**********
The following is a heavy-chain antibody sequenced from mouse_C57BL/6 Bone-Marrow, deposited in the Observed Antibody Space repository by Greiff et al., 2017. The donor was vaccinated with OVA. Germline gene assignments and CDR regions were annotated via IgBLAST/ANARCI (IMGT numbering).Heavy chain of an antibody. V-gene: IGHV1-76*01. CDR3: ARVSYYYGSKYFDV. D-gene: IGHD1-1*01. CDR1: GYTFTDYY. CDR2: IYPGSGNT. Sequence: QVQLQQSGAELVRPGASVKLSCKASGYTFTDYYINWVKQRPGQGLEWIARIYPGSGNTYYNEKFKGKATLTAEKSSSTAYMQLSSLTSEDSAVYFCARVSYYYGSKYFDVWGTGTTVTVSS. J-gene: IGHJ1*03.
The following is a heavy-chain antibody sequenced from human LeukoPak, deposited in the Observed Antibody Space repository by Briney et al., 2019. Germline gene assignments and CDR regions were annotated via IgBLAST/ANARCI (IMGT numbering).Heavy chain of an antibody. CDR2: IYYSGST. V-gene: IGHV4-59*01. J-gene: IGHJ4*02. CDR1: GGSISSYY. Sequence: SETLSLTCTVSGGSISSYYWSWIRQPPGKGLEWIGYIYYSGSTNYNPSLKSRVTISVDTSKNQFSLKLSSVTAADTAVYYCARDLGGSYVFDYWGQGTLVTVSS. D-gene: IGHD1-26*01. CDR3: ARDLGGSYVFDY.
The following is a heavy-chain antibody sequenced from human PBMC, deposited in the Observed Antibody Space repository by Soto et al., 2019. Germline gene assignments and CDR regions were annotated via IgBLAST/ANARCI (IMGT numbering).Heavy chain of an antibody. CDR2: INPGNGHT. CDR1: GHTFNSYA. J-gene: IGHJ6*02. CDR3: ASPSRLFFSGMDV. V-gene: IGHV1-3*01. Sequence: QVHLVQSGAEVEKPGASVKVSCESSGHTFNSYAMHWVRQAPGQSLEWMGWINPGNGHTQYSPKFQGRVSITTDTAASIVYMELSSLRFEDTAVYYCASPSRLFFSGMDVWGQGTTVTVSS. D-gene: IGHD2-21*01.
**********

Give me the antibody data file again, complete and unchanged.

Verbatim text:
The following is a heavy-chain antibody sequenced from mouse_C57BL/6 Bone-Marrow, deposited in the Observed Antibody Space repository by Greiff et al., 2017. The donor was vaccinated with OVA. Germline gene assignments and CDR regions were annotated via IgBLAST/ANARCI (IMGT numbering).Heavy chain of an antibody. V-gene: IGHV1-76*01. CDR3: ARVSYYYGSKYFDV. D-gene: IGHD1-1*01. CDR1: GYTFTDYY. CDR2: IYPGSGNT. Sequence: QVQLQQSGAELVRPGASVKLSCKASGYTFTDYYINWVKQRPGQGLEWIARIYPGSGNTYYNEKFKGKATLTAEKSSSTAYMQLSSLTSEDSAVYFCARVSYYYGSKYFDVWGTGTTVTVSS. J-gene: IGHJ1*03.
The following is a heavy-chain antibody sequenced from human LeukoPak, deposited in the Observed Antibody Space repository by Briney et al., 2019. Germline gene assignments and CDR regions were annotated via IgBLAST/ANARCI (IMGT numbering).Heavy chain of an antibody. CDR2: IYYSGST. V-gene: IGHV4-59*01. J-gene: IGHJ4*02. CDR1: GGSISSYY. Sequence: SETLSLTCTVSGGSISSYYWSWIRQPPGKGLEWIGYIYYSGSTNYNPSLKSRVTISVDTSKNQFSLKLSSVTAADTAVYYCARDLGGSYVFDYWGQGTLVTVSS. D-gene: IGHD1-26*01. CDR3: ARDLGGSYVFDY.
The following is a heavy-chain antibody sequenced from human PBMC, deposited in the Observed Antibody Space repository by Soto et al., 2019. Germline gene assignments and CDR regions were annotated via IgBLAST/ANARCI (IMGT numbering).Heavy chain of an antibody. CDR2: INPGNGHT. CDR1: GHTFNSYA. J-gene: IGHJ6*02. CDR3: ASPSRLFFSGMDV. V-gene: IGHV1-3*01. Sequence: QVHLVQSGAEVEKPGASVKVSCESSGHTFNSYAMHWVRQAPGQSLEWMGWINPGNGHTQYSPKFQGRVSITTDTAASIVYMELSSLRFEDTAVYYCASPSRLFFSGMDVWGQGTTVTVSS. D-gene: IGHD2-21*01.